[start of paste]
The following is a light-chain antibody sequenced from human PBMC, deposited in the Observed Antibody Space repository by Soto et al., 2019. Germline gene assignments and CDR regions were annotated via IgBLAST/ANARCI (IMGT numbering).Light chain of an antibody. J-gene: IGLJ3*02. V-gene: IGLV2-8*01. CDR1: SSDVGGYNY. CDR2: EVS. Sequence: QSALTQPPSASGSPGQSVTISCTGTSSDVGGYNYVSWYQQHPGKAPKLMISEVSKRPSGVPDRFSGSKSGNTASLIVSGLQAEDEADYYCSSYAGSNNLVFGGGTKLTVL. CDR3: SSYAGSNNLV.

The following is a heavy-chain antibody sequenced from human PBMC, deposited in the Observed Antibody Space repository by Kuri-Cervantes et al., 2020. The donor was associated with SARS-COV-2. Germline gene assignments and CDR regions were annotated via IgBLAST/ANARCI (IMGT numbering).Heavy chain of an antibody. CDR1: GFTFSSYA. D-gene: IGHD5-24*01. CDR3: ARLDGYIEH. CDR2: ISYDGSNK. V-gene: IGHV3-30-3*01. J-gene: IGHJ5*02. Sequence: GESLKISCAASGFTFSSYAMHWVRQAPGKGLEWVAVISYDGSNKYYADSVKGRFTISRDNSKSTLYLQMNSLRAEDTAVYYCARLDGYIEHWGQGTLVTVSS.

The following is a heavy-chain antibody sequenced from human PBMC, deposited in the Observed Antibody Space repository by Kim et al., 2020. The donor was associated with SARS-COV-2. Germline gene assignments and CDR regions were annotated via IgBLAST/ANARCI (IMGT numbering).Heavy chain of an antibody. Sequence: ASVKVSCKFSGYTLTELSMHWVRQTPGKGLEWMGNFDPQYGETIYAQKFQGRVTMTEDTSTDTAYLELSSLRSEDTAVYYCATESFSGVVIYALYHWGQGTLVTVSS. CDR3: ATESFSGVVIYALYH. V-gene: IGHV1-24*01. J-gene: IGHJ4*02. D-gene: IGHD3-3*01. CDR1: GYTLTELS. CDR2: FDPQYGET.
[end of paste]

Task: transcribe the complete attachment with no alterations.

The following is a light-chain antibody sequenced from human PBMC, deposited in the Observed Antibody Space repository by Soto et al., 2019. Germline gene assignments and CDR regions were annotated via IgBLAST/ANARCI (IMGT numbering).Light chain of an antibody. J-gene: IGLJ3*02. V-gene: IGLV2-8*01. CDR1: SSDVGGYNY. CDR2: EVS. Sequence: QSALTQPPSASGSPGQSVTISCTGTSSDVGGYNYVSWYQQHPGKAPKLMISEVSKRPSGVPDRFSGSKSGNTASLIVSGLQAEDEADYYCSSYAGSNNLVFGGGTKLTVL. CDR3: SSYAGSNNLV.

The following is a heavy-chain antibody sequenced from human PBMC, deposited in the Observed Antibody Space repository by Kuri-Cervantes et al., 2020. The donor was associated with SARS-COV-2. Germline gene assignments and CDR regions were annotated via IgBLAST/ANARCI (IMGT numbering).Heavy chain of an antibody. CDR1: GFTFSSYA. D-gene: IGHD5-24*01. CDR3: ARLDGYIEH. CDR2: ISYDGSNK. V-gene: IGHV3-30-3*01. J-gene: IGHJ5*02. Sequence: GESLKISCAASGFTFSSYAMHWVRQAPGKGLEWVAVISYDGSNKYYADSVKGRFTISRDNSKSTLYLQMNSLRAEDTAVYYCARLDGYIEHWGQGTLVTVSS.

The following is a heavy-chain antibody sequenced from human PBMC, deposited in the Observed Antibody Space repository by Kim et al., 2020. The donor was associated with SARS-COV-2. Germline gene assignments and CDR regions were annotated via IgBLAST/ANARCI (IMGT numbering).Heavy chain of an antibody. Sequence: ASVKVSCKFSGYTLTELSMHWVRQTPGKGLEWMGNFDPQYGETIYAQKFQGRVTMTEDTSTDTAYLELSSLRSEDTAVYYCATESFSGVVIYALYHWGQGTLVTVSS. CDR3: ATESFSGVVIYALYH. V-gene: IGHV1-24*01. J-gene: IGHJ4*02. D-gene: IGHD3-3*01. CDR1: GYTLTELS. CDR2: FDPQYGET.